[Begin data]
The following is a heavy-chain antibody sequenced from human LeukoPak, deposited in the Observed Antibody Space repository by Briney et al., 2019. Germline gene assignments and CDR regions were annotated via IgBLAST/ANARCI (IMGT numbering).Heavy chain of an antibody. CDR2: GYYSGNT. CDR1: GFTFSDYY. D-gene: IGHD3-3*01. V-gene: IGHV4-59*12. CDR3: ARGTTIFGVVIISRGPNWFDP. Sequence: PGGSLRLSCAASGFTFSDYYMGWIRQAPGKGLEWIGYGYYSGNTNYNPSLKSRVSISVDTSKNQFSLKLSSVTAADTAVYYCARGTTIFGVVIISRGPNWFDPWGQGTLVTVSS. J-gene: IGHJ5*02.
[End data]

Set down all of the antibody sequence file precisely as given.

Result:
The following is a heavy-chain antibody sequenced from human LeukoPak, deposited in the Observed Antibody Space repository by Briney et al., 2019. Germline gene assignments and CDR regions were annotated via IgBLAST/ANARCI (IMGT numbering).Heavy chain of an antibody. CDR2: GYYSGNT. CDR1: GFTFSDYY. D-gene: IGHD3-3*01. V-gene: IGHV4-59*12. CDR3: ARGTTIFGVVIISRGPNWFDP. Sequence: PGGSLRLSCAASGFTFSDYYMGWIRQAPGKGLEWIGYGYYSGNTNYNPSLKSRVSISVDTSKNQFSLKLSSVTAADTAVYYCARGTTIFGVVIISRGPNWFDPWGQGTLVTVSS. J-gene: IGHJ5*02.